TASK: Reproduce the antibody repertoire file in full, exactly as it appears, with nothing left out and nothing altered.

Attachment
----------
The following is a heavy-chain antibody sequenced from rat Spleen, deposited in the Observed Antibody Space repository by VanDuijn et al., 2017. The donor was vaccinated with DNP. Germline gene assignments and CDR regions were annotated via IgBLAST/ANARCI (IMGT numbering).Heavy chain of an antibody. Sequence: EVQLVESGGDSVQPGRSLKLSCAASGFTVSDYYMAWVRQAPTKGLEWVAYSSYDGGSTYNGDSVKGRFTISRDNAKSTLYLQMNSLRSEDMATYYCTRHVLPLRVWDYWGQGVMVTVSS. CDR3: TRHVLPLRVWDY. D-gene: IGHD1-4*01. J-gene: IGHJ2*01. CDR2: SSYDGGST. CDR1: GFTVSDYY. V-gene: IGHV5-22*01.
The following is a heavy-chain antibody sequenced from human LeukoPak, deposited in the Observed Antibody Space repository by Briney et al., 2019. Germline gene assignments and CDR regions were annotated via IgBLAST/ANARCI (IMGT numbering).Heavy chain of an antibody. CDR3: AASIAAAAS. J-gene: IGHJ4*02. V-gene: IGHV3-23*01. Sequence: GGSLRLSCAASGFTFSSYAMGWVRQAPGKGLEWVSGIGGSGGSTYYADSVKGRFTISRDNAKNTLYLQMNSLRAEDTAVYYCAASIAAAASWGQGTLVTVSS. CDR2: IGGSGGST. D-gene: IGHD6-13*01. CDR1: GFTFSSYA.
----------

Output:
The following is a heavy-chain antibody sequenced from rat Spleen, deposited in the Observed Antibody Space repository by VanDuijn et al., 2017. The donor was vaccinated with DNP. Germline gene assignments and CDR regions were annotated via IgBLAST/ANARCI (IMGT numbering).Heavy chain of an antibody. Sequence: EVQLVESGGDSVQPGRSLKLSCAASGFTVSDYYMAWVRQAPTKGLEWVAYSSYDGGSTYNGDSVKGRFTISRDNAKSTLYLQMNSLRSEDMATYYCTRHVLPLRVWDYWGQGVMVTVSS. CDR3: TRHVLPLRVWDY. D-gene: IGHD1-4*01. J-gene: IGHJ2*01. CDR2: SSYDGGST. CDR1: GFTVSDYY. V-gene: IGHV5-22*01.
The following is a heavy-chain antibody sequenced from human LeukoPak, deposited in the Observed Antibody Space repository by Briney et al., 2019. Germline gene assignments and CDR regions were annotated via IgBLAST/ANARCI (IMGT numbering).Heavy chain of an antibody. CDR3: AASIAAAAS. J-gene: IGHJ4*02. V-gene: IGHV3-23*01. Sequence: GGSLRLSCAASGFTFSSYAMGWVRQAPGKGLEWVSGIGGSGGSTYYADSVKGRFTISRDNAKNTLYLQMNSLRAEDTAVYYCAASIAAAASWGQGTLVTVSS. CDR2: IGGSGGST. D-gene: IGHD6-13*01. CDR1: GFTFSSYA.